Moving upstairs, the sequence of moving through the spaces go from, a feeling of compression, to release when the double height glass section comes in to view. The bed is orientated towards the view of the family farm and landscape beyond.
The main bedroom is full of drama and will be a wonderful space for lazy mornings. The walk-in-wardrobe is behind the bedhead and has plenty of storage space. The ensuite is suitably generous with the main feature being the bath. The bath and shower are raised on a platform and from the bath, users have views of the landscape and skyscape.
The bedrooms on the groundfloor are sized to each take a double-bed and storage for clothes. A central ground floor bathrooms can be used by both bedrooms as well as guests / visitors to the house.
The view below illustrates the relationship of the house , driveway and garden and how each relates to the other. The driveway which follos along the famine path for the first part of the journey, then emerges into the heart of the site before skirting around an existing tree. The parking court is almost invisible when approaching the house, heightening the sense of intrigue. From the parking court, access to the house is clear and logical.
From this view, the house is all about respecting the landscape and not trying to over-power the setting. It is respectful. The landscape is appropriately used to create a series of different outdoor experiences, from the social patio space to more secluded outdoors areas nestled amongst wild grasses.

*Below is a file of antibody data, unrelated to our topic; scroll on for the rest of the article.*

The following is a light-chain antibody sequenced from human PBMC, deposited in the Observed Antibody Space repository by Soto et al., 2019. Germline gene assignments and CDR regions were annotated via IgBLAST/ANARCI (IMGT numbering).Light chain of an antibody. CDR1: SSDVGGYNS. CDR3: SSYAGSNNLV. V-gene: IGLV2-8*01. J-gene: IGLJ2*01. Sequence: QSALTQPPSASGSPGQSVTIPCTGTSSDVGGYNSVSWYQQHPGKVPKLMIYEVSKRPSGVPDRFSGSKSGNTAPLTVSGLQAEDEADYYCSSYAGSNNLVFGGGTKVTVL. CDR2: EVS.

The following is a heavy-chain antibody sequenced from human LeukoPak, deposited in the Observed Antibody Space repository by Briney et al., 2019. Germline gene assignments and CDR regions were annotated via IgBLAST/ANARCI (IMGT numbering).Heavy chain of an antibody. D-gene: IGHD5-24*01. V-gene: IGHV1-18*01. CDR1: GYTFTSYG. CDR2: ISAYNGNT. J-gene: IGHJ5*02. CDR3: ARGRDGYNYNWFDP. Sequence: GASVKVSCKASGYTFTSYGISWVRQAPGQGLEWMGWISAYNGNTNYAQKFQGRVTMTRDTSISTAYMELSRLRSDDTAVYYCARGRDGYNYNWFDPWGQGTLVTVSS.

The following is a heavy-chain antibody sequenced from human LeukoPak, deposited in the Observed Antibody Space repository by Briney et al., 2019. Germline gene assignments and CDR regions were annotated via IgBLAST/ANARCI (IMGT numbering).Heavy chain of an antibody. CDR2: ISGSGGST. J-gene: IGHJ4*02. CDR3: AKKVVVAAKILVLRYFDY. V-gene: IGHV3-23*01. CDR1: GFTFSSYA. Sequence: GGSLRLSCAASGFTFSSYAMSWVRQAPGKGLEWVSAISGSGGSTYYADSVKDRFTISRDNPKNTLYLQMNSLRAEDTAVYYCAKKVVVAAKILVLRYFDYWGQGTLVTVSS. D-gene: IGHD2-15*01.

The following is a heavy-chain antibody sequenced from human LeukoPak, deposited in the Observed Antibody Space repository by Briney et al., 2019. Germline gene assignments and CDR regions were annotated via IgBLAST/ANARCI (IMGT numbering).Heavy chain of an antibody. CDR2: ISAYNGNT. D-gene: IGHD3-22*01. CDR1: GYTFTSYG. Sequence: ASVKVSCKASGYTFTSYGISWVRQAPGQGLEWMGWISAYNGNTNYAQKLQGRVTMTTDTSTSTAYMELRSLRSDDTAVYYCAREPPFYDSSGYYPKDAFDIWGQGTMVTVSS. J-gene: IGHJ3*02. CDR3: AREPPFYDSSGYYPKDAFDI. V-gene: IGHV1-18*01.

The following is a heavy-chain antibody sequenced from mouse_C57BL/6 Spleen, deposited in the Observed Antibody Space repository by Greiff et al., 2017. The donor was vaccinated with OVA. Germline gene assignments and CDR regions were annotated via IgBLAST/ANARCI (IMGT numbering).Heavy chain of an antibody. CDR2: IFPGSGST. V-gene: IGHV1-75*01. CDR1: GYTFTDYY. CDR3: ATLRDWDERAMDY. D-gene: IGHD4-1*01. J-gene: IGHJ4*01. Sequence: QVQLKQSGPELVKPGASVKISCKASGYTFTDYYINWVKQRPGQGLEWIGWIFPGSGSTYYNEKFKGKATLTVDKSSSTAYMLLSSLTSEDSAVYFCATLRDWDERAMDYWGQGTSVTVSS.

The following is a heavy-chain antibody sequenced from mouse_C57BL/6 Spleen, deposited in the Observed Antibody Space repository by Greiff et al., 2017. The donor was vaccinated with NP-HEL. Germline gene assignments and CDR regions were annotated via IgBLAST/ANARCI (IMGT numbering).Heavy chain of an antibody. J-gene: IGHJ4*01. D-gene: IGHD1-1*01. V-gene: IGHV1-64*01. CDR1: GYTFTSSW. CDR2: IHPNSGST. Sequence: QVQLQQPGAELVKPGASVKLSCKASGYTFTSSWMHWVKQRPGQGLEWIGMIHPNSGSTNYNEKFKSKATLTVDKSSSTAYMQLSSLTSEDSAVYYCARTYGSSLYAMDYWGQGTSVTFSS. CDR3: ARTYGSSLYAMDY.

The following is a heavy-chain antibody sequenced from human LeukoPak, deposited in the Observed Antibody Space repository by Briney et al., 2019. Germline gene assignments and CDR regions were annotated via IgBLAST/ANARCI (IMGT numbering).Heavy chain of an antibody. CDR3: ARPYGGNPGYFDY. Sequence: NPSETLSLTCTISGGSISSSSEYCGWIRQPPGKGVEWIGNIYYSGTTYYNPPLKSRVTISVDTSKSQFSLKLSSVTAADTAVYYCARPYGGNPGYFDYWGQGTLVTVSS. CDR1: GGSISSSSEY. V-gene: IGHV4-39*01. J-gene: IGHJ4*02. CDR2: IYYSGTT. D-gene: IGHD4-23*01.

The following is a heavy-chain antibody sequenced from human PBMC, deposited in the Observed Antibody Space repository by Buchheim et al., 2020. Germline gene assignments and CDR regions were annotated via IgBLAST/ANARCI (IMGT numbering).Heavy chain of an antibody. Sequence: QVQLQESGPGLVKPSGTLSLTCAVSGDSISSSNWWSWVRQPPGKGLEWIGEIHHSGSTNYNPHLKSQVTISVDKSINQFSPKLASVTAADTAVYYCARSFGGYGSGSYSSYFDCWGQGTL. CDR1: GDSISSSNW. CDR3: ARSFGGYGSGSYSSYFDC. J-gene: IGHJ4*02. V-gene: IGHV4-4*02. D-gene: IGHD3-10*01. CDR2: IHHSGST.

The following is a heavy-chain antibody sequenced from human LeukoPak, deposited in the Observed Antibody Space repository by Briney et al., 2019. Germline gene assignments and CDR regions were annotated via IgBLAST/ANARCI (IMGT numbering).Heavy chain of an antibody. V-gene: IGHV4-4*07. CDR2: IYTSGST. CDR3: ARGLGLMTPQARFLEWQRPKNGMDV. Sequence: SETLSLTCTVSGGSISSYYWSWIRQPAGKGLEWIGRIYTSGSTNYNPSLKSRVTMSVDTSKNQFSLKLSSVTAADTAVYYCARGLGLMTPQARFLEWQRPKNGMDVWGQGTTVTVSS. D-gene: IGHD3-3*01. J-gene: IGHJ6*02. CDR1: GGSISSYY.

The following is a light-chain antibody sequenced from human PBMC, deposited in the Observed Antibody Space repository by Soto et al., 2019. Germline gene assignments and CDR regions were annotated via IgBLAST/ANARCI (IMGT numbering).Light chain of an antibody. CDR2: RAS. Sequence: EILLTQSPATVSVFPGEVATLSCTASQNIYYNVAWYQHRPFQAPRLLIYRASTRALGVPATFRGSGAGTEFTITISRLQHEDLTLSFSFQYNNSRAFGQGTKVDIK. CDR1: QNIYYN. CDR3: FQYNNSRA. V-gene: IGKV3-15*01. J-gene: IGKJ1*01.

The outbuilding helps to define the parking court and offer a sense of enclosure. In addition, the outbuilding acts as a barrier between the neighbouring property owner and their intentions to extend. The external material palette uses a combination of traditional materials with contemporary detailing to give the house a sensitive yet confident appearance.
If the house construction is to be sequenced and the bedroom wing constructed at a later stage, the impact to the house and setting is negligible, thus assenting to the flexibility of the design.
In an image, this is what the house is all about, an extensive section of glass, letting the outdoors in and indoors out. This section of glass will flood the main space with evening sun and create interesting shadows over the earlier part of the day; the space will always be animated which is comlimentary to the social space of the home.
This view also illustrates the ground floor connection between the inside spaces with the patio and garden and the first floor ‘mezzanine’ level containing the main bedroom. Who wouldn’t want to sleep in that space?
The living space is located just off the kitchen and dining to create a sense of privacy and intimacy but not so far removed that it will feel isolated. The stove is omnipresent from the kitchen, dining and living areas, which further enhances the sense of warmth.
The below image illustrates the view from the living space and it’s relationship to the kitchen and dining areas and the outside landscape. From this view, you can get the sense of intimacy and wider connections within the house. The living area is the remedy to a busy day where you just want to sit down and relax for the evening.